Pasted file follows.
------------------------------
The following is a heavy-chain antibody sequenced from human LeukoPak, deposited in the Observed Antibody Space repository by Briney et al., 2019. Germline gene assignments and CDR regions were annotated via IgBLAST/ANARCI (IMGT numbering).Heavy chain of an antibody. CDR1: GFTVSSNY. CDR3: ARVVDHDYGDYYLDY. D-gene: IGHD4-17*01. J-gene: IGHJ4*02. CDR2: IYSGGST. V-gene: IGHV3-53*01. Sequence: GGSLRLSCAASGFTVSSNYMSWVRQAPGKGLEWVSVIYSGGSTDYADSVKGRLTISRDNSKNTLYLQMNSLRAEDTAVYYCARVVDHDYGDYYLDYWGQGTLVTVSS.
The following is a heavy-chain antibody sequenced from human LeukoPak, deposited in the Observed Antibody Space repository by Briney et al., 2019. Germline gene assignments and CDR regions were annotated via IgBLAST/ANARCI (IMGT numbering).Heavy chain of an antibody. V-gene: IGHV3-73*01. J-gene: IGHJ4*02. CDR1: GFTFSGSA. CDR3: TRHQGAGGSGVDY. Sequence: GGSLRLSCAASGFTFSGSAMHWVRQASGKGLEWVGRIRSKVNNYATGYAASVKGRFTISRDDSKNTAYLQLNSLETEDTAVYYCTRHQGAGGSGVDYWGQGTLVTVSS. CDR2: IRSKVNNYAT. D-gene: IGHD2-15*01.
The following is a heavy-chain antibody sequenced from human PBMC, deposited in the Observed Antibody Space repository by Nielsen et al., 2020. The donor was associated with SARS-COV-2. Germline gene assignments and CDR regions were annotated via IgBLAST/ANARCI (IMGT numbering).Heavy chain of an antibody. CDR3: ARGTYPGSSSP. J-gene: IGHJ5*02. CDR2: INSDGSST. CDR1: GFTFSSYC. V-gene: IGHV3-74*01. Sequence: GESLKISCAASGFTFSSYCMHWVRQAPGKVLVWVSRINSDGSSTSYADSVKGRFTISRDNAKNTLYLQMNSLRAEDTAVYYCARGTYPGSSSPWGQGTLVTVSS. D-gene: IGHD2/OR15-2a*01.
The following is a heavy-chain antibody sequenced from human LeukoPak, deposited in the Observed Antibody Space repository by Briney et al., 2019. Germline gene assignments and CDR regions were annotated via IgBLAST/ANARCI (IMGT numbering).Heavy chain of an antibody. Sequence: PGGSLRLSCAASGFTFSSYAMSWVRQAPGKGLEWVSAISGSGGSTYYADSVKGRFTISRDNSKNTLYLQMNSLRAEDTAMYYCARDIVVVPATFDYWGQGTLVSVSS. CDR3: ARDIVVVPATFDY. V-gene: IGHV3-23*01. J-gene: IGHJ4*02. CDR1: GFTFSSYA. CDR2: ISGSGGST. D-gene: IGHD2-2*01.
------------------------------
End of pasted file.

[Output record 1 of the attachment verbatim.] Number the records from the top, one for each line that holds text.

The following is a heavy-chain antibody sequenced from human LeukoPak, deposited in the Observed Antibody Space repository by Briney et al., 2019. Germline gene assignments and CDR regions were annotated via IgBLAST/ANARCI (IMGT numbering).Heavy chain of an antibody. CDR1: GFTVSSNY. CDR3: ARVVDHDYGDYYLDY. D-gene: IGHD4-17*01. J-gene: IGHJ4*02. CDR2: IYSGGST. V-gene: IGHV3-53*01. Sequence: GGSLRLSCAASGFTVSSNYMSWVRQAPGKGLEWVSVIYSGGSTDYADSVKGRLTISRDNSKNTLYLQMNSLRAEDTAVYYCARVVDHDYGDYYLDYWGQGTLVTVSS.